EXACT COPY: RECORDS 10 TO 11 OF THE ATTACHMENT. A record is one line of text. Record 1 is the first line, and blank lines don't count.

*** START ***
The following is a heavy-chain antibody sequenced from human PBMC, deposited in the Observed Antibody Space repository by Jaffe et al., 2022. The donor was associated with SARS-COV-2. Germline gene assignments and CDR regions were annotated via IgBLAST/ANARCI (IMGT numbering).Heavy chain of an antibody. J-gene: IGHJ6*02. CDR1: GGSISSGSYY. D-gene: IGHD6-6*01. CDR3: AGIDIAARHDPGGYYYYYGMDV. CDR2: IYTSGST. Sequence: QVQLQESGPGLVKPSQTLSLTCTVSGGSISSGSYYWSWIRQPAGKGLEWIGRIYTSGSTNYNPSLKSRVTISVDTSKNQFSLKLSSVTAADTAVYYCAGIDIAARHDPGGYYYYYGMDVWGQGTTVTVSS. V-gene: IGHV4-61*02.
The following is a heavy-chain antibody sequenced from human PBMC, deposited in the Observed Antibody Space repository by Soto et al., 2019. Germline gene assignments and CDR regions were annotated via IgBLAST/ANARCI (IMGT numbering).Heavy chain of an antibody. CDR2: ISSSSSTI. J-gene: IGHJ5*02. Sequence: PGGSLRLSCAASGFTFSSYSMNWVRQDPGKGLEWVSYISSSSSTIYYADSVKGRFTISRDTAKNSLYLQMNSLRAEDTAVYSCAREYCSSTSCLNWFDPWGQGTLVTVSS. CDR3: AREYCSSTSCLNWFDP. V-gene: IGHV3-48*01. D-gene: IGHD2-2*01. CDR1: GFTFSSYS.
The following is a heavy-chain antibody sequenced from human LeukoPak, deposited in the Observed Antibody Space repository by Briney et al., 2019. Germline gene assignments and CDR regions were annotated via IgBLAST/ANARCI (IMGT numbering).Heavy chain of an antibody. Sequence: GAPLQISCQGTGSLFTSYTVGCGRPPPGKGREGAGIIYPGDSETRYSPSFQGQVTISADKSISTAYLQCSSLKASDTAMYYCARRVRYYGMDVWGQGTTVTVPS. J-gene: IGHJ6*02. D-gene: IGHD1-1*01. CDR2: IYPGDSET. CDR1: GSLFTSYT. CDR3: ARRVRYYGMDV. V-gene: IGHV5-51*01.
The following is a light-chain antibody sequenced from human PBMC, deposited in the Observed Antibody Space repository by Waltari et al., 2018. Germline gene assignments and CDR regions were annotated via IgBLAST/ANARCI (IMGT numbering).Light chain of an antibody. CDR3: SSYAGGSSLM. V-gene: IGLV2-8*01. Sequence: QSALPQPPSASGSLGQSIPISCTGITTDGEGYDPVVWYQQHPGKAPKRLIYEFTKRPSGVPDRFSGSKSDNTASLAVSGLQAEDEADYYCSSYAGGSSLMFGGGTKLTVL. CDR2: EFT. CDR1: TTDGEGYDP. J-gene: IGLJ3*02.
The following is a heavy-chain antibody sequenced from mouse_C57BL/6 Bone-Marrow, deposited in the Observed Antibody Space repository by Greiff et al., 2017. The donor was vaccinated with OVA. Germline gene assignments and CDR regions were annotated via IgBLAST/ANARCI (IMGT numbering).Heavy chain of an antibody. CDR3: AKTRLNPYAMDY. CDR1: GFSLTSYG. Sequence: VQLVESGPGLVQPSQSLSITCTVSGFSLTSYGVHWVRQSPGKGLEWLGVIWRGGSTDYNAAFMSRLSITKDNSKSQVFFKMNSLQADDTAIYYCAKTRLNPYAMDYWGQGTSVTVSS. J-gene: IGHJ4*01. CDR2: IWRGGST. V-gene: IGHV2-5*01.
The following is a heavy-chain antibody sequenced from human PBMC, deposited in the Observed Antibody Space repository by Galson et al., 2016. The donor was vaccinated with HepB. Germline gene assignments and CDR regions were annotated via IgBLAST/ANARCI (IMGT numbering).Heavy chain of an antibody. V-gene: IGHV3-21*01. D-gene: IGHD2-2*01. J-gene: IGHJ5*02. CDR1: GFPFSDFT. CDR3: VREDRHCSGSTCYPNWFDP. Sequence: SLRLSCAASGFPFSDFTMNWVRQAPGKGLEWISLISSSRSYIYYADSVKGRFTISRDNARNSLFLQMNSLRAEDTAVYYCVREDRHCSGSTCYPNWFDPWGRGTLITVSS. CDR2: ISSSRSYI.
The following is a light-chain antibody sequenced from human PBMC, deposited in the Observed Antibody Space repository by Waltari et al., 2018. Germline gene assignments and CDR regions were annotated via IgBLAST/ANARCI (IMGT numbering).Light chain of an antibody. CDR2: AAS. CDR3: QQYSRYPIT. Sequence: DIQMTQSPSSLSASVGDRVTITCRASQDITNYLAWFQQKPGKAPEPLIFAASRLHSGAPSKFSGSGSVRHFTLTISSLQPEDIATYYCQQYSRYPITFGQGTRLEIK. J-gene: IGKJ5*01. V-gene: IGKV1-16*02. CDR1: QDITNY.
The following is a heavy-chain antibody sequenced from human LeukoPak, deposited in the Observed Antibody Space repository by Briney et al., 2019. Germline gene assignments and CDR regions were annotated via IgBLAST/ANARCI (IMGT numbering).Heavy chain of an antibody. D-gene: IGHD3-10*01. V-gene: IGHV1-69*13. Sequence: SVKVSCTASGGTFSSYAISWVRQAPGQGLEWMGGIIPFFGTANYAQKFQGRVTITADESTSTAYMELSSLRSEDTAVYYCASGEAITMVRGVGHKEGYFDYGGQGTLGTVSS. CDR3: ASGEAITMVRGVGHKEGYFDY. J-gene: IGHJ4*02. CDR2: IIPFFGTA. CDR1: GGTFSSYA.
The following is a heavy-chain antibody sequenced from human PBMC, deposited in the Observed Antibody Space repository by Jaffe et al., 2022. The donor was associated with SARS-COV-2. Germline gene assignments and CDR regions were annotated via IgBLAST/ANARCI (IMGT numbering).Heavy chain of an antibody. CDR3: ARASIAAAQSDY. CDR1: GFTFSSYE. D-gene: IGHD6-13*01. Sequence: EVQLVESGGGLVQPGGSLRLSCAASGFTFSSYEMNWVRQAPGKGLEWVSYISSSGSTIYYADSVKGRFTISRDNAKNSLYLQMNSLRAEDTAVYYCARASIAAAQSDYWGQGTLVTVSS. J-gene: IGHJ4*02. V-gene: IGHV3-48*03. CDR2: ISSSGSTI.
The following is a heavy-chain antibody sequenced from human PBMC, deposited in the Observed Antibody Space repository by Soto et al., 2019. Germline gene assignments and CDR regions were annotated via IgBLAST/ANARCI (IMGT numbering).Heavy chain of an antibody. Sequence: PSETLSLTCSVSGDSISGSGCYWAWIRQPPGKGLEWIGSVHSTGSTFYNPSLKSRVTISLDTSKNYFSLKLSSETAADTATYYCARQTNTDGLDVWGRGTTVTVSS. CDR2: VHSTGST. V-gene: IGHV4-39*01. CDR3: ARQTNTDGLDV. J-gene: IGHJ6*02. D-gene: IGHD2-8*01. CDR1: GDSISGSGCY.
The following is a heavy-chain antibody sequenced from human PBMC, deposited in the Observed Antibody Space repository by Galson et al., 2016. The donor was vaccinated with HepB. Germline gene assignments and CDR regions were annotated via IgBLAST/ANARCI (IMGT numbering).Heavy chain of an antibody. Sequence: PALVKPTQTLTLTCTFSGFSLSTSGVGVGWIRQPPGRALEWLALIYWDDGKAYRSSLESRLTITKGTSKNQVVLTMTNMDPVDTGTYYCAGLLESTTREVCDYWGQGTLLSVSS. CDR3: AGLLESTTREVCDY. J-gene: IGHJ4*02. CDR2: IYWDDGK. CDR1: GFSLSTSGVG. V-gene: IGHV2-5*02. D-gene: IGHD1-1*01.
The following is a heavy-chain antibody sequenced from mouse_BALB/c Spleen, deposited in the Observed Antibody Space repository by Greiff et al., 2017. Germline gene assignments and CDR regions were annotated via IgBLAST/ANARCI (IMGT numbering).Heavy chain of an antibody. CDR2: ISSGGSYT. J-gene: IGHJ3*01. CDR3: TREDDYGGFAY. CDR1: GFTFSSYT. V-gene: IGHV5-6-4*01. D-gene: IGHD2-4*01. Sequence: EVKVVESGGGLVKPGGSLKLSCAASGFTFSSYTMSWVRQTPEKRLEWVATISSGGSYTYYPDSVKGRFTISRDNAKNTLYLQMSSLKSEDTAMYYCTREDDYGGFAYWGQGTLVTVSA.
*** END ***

The following is a heavy-chain antibody sequenced from human PBMC, deposited in the Observed Antibody Space repository by Soto et al., 2019. Germline gene assignments and CDR regions were annotated via IgBLAST/ANARCI (IMGT numbering).Heavy chain of an antibody. Sequence: PSETLSLTCSVSGDSISGSGCYWAWIRQPPGKGLEWIGSVHSTGSTFYNPSLKSRVTISLDTSKNYFSLKLSSETAADTATYYCARQTNTDGLDVWGRGTTVTVSS. CDR2: VHSTGST. V-gene: IGHV4-39*01. CDR3: ARQTNTDGLDV. J-gene: IGHJ6*02. D-gene: IGHD2-8*01. CDR1: GDSISGSGCY.
The following is a heavy-chain antibody sequenced from human PBMC, deposited in the Observed Antibody Space repository by Galson et al., 2016. The donor was vaccinated with HepB. Germline gene assignments and CDR regions were annotated via IgBLAST/ANARCI (IMGT numbering).Heavy chain of an antibody. Sequence: PALVKPTQTLTLTCTFSGFSLSTSGVGVGWIRQPPGRALEWLALIYWDDGKAYRSSLESRLTITKGTSKNQVVLTMTNMDPVDTGTYYCAGLLESTTREVCDYWGQGTLLSVSS. CDR3: AGLLESTTREVCDY. J-gene: IGHJ4*02. CDR2: IYWDDGK. CDR1: GFSLSTSGVG. V-gene: IGHV2-5*02. D-gene: IGHD1-1*01.